Juvenile Justice

Published — May 24, 2012 Updated — May 19, 2014 at 12:19 pm ET

Police, suspensions in schools need reform, new report urges

Kathy Willens/AP

Los Angeles, Oakland and Salinas, Calif. school districts


When it comes to student discipline, suspending kids and a heavy police presence in schools are policies that are doing more harm than good, according to a new report on three especially troubled California districts.

The report released Thursday by University of California scholars and Human Impact Partners is an exhaustive profile of students in South Los Angeles, Oakland and the agribusiness hub of Salinas in Central California. All these communities have high levels of family poverty, high rates of student suspension and high dropout rates. Oakland-based Human Impact Partners reviews data and conducts on-the-ground interviews to assess the effects that public policies have on equity and health in communities.

The report was funded by the California Endowment. The Center for Public Integrity also receives some support from the Endowment.

The Los Angeles school district has already adopted what’s called “positive behavioral support” as an alternative to out-of-school suspension. But researchers found that some L.A. schools are still failing to use the method. As a result, students are still being suspended and losing hundreds of days of school time. The report delves into the high rate of suspensions for “willful defiance,” and the serious discipline challenges the schools face.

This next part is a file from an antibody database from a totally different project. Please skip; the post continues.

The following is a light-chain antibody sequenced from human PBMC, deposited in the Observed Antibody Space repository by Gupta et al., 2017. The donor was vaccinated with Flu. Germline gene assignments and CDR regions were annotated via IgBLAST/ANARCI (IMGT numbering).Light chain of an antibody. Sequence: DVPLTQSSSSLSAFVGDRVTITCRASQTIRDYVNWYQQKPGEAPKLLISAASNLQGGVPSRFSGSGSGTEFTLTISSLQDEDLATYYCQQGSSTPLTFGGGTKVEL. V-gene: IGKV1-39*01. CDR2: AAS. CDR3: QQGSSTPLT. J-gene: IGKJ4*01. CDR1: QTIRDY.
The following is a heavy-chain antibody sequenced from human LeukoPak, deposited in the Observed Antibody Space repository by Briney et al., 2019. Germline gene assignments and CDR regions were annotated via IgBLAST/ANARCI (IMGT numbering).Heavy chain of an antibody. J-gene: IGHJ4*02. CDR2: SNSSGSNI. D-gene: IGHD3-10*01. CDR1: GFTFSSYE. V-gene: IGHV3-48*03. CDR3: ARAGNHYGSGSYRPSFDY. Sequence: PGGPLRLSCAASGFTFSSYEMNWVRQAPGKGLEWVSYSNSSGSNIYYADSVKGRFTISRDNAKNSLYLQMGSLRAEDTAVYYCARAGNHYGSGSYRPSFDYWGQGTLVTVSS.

The researchers also touch on Los Angeles’ school police, the largest school police force in the nation. They recommend that district police officers, sheriff’s deputies and city police “dedicate a meaningful amount of their professional development over the next three years” to learning about positive behavioral support as “an alternative intervention.”

The Center for Public Integrity recently obtained and analyzed records of school police citations in Los Angeles, which are heavily concentrated in low-income schools. More than 40 percent of the tickets, many of them for scuffles and disturbing the peace, were issued to kids 14 and younger.

In Salinas, a heavily Mexican immigrant community, researchers examined the city’s gang problem and efforts to reach younger students and deter them from getting into violent activity. The homicide rate in Salinas is about four times the national rate, researchers noted. Educators have instituted pilot programs in “restorative justice” to get students to talk through and resolve disputes rather than schools relying on suspension to try to reform them.

The report describes restorative-justice programs now being used in the Oakland Unified School District. The district had about twice the state’s dropout rate of 17 percent in 2010. Students told researchers getting suspended was a chance not to reform behavior, but to “get high” and “steal stuff” and play videogames.

The Oakland district has other problems.

Last week, the district was informed that a federal grand jury and the FBI are investigating its school police force. Media reports say two incidents are the focus of the probe. One involves the former schools police chief, who resigned in August after admitting to a drunken verbal outburst laced with alleged racist remarks. The other incident is an officer-involved shooting of a 20-year-old non-student.

Another report released this month that scrutinizes Oakland looks specifically at suspensions of black male students in the district. Oakland is home to one of California’s larger African-American communities. The report by the Urban Strategies Center offers suggestions for how to respond to data showing that black male students, 17 percent of enrollment in in the district in 2010, were 42 percent of all students suspended.

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